The shrubbery stirs in the breeze, which carries the odor of crushed asphalt.
Yellow paint is chipping off the curbs.
A single orange traffic cone sits in the revolving door that no longer revolves, at the front of an office building that’s no longer an office building.
The building in North Bethesda has eight floors. It is 98.7 percent vacant. There is one life form within its nearly 210,000 square feet — not counting the lobby fern on life support — and she wears a security uniform, sits at the front desk and listens to the muffled whine of a faulty alarm for hours at a time, every day between 6 a.m. and 2 p.m.
“It’s quite annoying,” say Lum Tumentang, the guard. The building engineer sometimes stops by and turns it off, but it inevitably trips again. There’s one or two IT people who do IT stuff one flight up, but they’re not here right now. The building was built in 1989, and it shows: a mountain of tinted glass and beige concrete in commercial dullsville. Over the past decade, its value dropped by 64 percent. The largest tenant, the National Institutes of Health and its contractors, started packing up two years ago as leases expired. By 2014, the owner reported cash-flow problems, foreclosure arrived this past January, and that was it for 6116 Executive Blvd.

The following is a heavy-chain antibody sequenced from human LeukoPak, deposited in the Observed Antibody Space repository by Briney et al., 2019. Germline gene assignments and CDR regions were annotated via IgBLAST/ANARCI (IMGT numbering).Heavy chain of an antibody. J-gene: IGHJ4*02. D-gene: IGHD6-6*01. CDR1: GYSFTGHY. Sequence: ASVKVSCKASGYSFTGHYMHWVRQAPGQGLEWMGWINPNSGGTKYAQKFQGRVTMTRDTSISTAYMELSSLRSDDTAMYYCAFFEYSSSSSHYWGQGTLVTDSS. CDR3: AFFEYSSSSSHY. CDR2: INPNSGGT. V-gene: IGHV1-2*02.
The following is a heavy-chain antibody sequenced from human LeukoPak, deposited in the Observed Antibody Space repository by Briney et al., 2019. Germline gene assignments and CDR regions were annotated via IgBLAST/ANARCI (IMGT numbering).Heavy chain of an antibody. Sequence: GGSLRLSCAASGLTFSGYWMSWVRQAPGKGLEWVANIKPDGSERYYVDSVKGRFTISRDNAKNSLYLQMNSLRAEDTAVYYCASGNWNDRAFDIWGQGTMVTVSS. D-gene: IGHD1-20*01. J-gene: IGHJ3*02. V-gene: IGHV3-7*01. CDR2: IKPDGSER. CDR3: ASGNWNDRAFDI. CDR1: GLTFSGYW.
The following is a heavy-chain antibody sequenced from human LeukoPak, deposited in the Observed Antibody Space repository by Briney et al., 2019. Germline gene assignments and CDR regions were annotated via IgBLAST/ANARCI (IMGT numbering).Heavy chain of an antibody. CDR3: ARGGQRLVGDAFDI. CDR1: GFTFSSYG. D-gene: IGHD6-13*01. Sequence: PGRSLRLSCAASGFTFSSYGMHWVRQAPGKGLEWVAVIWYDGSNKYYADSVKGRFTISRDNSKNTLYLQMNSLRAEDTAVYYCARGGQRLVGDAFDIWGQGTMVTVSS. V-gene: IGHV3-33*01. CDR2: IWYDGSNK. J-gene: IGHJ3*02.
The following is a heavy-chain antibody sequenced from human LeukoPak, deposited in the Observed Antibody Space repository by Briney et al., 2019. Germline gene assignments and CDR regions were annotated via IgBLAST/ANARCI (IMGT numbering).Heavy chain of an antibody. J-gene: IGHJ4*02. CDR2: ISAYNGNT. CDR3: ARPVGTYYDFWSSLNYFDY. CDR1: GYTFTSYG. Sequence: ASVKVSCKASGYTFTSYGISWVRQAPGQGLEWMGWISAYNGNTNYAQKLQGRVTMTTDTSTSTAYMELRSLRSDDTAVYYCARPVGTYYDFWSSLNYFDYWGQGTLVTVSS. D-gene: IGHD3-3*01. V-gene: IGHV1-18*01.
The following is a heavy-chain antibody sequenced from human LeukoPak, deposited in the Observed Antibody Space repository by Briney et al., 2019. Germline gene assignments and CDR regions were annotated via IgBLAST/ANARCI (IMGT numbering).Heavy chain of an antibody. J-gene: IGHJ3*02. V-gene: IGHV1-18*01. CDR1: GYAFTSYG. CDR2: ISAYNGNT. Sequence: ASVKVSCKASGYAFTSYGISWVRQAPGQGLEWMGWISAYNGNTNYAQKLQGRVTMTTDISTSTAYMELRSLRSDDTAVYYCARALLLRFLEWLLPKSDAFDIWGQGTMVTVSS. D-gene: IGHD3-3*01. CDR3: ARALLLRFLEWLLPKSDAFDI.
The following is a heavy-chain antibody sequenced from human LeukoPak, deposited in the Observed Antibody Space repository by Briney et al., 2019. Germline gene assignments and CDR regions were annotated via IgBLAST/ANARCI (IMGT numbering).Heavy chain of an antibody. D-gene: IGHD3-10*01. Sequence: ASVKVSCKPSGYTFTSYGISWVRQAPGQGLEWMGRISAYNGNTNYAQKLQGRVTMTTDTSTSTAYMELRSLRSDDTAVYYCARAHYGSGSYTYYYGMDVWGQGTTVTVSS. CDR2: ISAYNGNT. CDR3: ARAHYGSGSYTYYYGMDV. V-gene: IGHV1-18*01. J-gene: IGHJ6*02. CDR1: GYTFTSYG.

Across the empty parking lot, over the islets of mulch, past security gates that no longer have gates, in a near-identical building that is actually 100 percent vacant, a man named Duane pushes a broom over the renovated floor of another lobby that isn’t being used.
“Keep it up, spruce it up,” he says. “In case somebody wants to buy it.”